Writer Wellness, A Writer’s Path to Health and Creativity

Witer Wellness class graphic

The August OCC/RWA Online Class is:

Writer Wellness, A Writer’s Path to Health and Creativity
Aug. 10 – Sept. 6, 2020
with Joy Held

About the Class:

Writer Wellness, A Writer’s Path to Health and Creativity: Good self-care is the new multi-vitamin! Writers should still take a multi-vitamin, and Writer Wellness is a complimentary plan to help you stay on target for writing and life. WW is a lifestyle technique for anyone who loves to create with activities to stimulate creativity and health by encouraging regular journal writing, exercise, relaxation, good nutrition, and creative play. Regardless of style, genre, or writing goals, Writer Wellness is the perfect writer’s companion.

The workshop will offer three activities per key area (journaling, fitness, relaxation, nutrition, and creative play) for participant’s to try then respond to discussion prompts posted in the course. This interactive workshop will present ideas any writer can put into practice, tweak, and maintain throughout a writing career with the goal of better health and expanded creativity for many years. Discover the Writer Wellness Warrior in you and be well, write well.

About the Instructor:

JOY E. HELD, A.A.S., B.A., M.F.A. is an author, freelance editor, Yoga Alliance Registered yoga and meditation teacher, college English professor, certified Journal to the Self educator, and workshop presenter with over 500 articles published in trade magazines, newspapers, and literary journals. Her historical romance novel Message to Love was published in 2010 by The Wild Rose Press. Joy is a member of Romance Writers of America, Hearts Through History Romance Writers, Northeast Ohio RWA, and the Author’s Guild. She has degrees in education, journalism, and writing popular fiction. www.joyeheld.com.

Sign up and pay for the class here: http://occrwa.org/classes/online-class-three/

Fees are $20 for OCC/RWA members; $30 for non-members; $10 for OCC/RWA volunteers.

Note: OCC/RWA members who paid $55 for dues and wish to claim their free online class should email [email protected]

Linda McLaughlin
Online Class Coordinator

Celebrating the 19th Amendment for 4th of July

One hundred years ago, women finally won the right to vote in the United States of America. We weren’t “given” the right; our ancestors demanded the right to vote, for 70 years! I’m still appalled that it took so long. In honor of the centennial, I’m recycling this post from 2018.

Fourth of July graphic

Happy Fourth of July!

The Declaration of Independence states “We hold these truths to be self-evident, that all men are created equal…” But nowhere does it mention women.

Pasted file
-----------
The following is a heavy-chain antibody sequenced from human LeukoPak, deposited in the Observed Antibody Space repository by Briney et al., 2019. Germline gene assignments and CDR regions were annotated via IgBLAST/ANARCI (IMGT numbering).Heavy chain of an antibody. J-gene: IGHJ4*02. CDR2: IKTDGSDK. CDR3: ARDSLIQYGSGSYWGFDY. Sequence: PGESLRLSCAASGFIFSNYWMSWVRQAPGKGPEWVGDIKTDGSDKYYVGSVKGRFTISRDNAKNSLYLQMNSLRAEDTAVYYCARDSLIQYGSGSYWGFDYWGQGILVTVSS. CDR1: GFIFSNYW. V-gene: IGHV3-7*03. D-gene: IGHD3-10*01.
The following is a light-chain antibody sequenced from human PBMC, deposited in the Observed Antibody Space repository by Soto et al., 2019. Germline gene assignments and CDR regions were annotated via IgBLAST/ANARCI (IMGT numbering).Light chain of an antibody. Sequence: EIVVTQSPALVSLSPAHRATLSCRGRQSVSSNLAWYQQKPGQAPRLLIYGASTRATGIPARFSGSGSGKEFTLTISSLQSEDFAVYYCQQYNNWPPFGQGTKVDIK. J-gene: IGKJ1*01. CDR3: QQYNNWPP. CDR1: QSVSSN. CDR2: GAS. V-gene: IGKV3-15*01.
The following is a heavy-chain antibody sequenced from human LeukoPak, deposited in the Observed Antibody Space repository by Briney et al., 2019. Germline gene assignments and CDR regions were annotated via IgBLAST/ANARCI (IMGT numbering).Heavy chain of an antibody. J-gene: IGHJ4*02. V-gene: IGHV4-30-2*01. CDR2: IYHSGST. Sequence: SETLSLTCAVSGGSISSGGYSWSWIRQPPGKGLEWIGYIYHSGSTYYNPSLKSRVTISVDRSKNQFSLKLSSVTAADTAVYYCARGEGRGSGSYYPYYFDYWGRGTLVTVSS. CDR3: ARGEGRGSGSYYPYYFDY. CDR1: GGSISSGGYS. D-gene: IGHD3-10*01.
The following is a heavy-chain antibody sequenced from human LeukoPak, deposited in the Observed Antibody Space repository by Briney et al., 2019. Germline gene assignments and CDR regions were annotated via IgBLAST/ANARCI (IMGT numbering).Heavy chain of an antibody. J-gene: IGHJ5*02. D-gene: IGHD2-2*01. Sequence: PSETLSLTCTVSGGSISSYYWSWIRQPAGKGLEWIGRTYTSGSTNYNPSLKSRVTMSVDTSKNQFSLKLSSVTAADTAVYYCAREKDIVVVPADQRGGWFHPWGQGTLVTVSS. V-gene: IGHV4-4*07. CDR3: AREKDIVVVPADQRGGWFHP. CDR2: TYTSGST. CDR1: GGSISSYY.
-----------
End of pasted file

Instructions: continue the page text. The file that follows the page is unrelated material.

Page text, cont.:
When I was growing up, I was told that the word “men” was intended to refer to all mankind, including women, a comforting notion that satisfied my childish curiosity. However, I no longer believe that, in large part because I now know that Abigail Adams, wife of our second president and mother of the sixth, wrote to her husband John in March of 1776 with the words “remember the ladies”. Since I’m quite certain he did not have dementia at the time, it’s obvious that the ladies were deliberately excluded, as were enslaved men.

suffragette with sign

Yeah, they were pissed off. (Suffragette With A Sign
@ Therealdarla)

Nor are women mentioned in the US Constitution, and the right to vote is not delineated. In the early history of our nation, laws about who could vote were decided by each individual state. None allowed women to vote. Wyoming Territory gave women the right to vote in 1869, followed by Utah Territory (1870) and Washington Territory (1882). When the territories became states, they preserved women’s suffrage. It may seem odd that these Western states were the first, but given the fact that women were scarce in the Old West, I suspect suffrage was a way of attracting more women to settle in the Far West. Or perhaps the Western territories were more egalitarian, since there was no existing old-style patriarchy to run things, like there was back east. Hard to say for sure. You can find out what year your state first allowed women to vote at the National Constitution Center’s website.

My point is, women’s rights are not something we can take for granted. The right to vote was hard won by several generations of women, starting in 1848 and finally culminating in victory in 1920 by passage of the 19th Amendment, 130 years after the Constitution was ratified.

As our current president would say, “Sad.”

I hope to live long enough to see full gender equality.

Equality between man and woman

Equality between man and woman
@ BrianAJackson

In the meantime, have a happy and safe Fourth of July!

Linda